Monday, 25 July 2016

boardgaming in photos: Lost Cities

6 Jul 2016. I played Machi Koro with the children. This is one of their favourite games. Chen Rui (9) doesn't have a strategic mind yet, and makes decisions on a whim, mostly depending on which buildings she finds interesting. She plays the way which makes her happy, not the way which makes her win. Maybe there's something to learn from this. Shee Yun (11) understands the strategy and makes her decisions which lead her to a final goal. She identifies synergies between cards. It pleases me to see her think strategically.

Chen Rui made a mini pyramid out of the Renovation markers.

The kids still try to gang up on me. However we play the advanced rules using the ever-changing market system, so it's hard to collaborate against another player. The cards don't always come up the way you hope they will. I won again this time.

We still mix together all the cards from the base game, the Harbour expansion and the Millionaire's Row expansion. It's not a good way to play, because the cards are too diluted. It's hard to focus on any specific strategy. We really should spend some time creating a smaller set to play with.

This time I constructed many blue buildings, which allowed me to earn money on any player's turn.

7 Jul 2016. Lost Cities is an oldie. Back in the day (well, about 10 - 12 years ago) this was the spouse game. Nowadays I don't hear it being mentioned much. I suspect many gamers new to the hobby haven't even heard about it, which is a shame. It is still as delicious as I remember it. Michelle and I played briskly. Play-and-draw, discard-and-draw, play-and-pick-up. It was like synchronised sparring. Yet there are quite a few tricky decisions to be made along the way, and gambles to make. Sometimes the game takes an unexpected turn.

I fared horribly in this particular game. I had drawn all three of the yellow handshake cards early in the game, but not other yellow numbered cards. Michelle discarded a yellow card early in the game, so I thought she must have few such cards to be able to decide so early that she was giving up on yellow. I decided I should go for yellow and make a killing. I played the three handshake cards, and waited to draw more yellow cards. To my dismay, Michelle picked up the yellow card she had discarded, and proceeded to start her own yellow expedition. That was not a good sign. She drew more and more yellow cards, and I drew pitifully few. It was a disaster. I had started the red, green and blue expeditions, but they were just for buying time hoping to draw yellow cards. Most of these side quests just broke even. Instead of yellow cards, I drew lots of white cards. Now (at the time of this photo), the draw deck was running out, and I was stuck in an unenviable position of having not enough yellow cards to play, and too many white cards and not quite enough time to play them.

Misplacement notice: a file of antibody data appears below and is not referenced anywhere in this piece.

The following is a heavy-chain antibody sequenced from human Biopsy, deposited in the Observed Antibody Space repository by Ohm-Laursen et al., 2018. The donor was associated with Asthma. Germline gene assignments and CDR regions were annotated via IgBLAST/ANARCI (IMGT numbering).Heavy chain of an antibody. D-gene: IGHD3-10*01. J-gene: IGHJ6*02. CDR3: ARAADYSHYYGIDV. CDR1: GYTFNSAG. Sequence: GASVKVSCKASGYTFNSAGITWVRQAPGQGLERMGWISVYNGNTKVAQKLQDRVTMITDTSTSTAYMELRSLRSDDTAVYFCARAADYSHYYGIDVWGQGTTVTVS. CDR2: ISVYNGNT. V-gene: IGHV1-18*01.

I played Ticket To Ride: The Card Game with the family. I bought this when Michelle and I were still very much into the Ticket To Ride series. However I didn't really fancy it, and seldom played. I brought this out because the children hadn't tried it. They are familiar with the Ticket To Ride series, but this was new to them. They liked it, and they did much better than us. I wonder whether they liked it because they beat us.

There is some aggression in this game. You need to collect train cards. To do that, you need to first play them onto the table, and then on later turns move them to your safe storage pile. While the train cards are still on the table, they are vulnerable. If other players play cards of the same colour as yours, your cards will be discarded. Thus the aggression. A few elements look familiar, but this is quite a different game from Ticket To Ride.

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